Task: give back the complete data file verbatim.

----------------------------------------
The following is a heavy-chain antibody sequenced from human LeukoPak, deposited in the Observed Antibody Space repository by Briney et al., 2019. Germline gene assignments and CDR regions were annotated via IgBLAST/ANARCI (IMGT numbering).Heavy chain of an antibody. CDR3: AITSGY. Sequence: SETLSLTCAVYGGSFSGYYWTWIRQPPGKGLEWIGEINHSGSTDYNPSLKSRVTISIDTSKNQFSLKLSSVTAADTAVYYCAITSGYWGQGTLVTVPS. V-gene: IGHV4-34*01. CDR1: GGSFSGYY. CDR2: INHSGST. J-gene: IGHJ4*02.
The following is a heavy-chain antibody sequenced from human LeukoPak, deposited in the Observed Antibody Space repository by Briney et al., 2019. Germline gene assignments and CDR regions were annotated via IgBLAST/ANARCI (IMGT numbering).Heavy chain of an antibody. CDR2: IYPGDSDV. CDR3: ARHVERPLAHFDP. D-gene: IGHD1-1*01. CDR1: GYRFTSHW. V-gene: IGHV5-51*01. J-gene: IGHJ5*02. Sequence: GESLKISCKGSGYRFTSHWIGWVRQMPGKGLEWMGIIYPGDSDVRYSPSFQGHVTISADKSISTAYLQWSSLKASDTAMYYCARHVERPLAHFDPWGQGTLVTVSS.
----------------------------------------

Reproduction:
The following is a heavy-chain antibody sequenced from human LeukoPak, deposited in the Observed Antibody Space repository by Briney et al., 2019. Germline gene assignments and CDR regions were annotated via IgBLAST/ANARCI (IMGT numbering).Heavy chain of an antibody. CDR3: AITSGY. Sequence: SETLSLTCAVYGGSFSGYYWTWIRQPPGKGLEWIGEINHSGSTDYNPSLKSRVTISIDTSKNQFSLKLSSVTAADTAVYYCAITSGYWGQGTLVTVPS. V-gene: IGHV4-34*01. CDR1: GGSFSGYY. CDR2: INHSGST. J-gene: IGHJ4*02.
The following is a heavy-chain antibody sequenced from human LeukoPak, deposited in the Observed Antibody Space repository by Briney et al., 2019. Germline gene assignments and CDR regions were annotated via IgBLAST/ANARCI (IMGT numbering).Heavy chain of an antibody. CDR2: IYPGDSDV. CDR3: ARHVERPLAHFDP. D-gene: IGHD1-1*01. CDR1: GYRFTSHW. V-gene: IGHV5-51*01. J-gene: IGHJ5*02. Sequence: GESLKISCKGSGYRFTSHWIGWVRQMPGKGLEWMGIIYPGDSDVRYSPSFQGHVTISADKSISTAYLQWSSLKASDTAMYYCARHVERPLAHFDPWGQGTLVTVSS.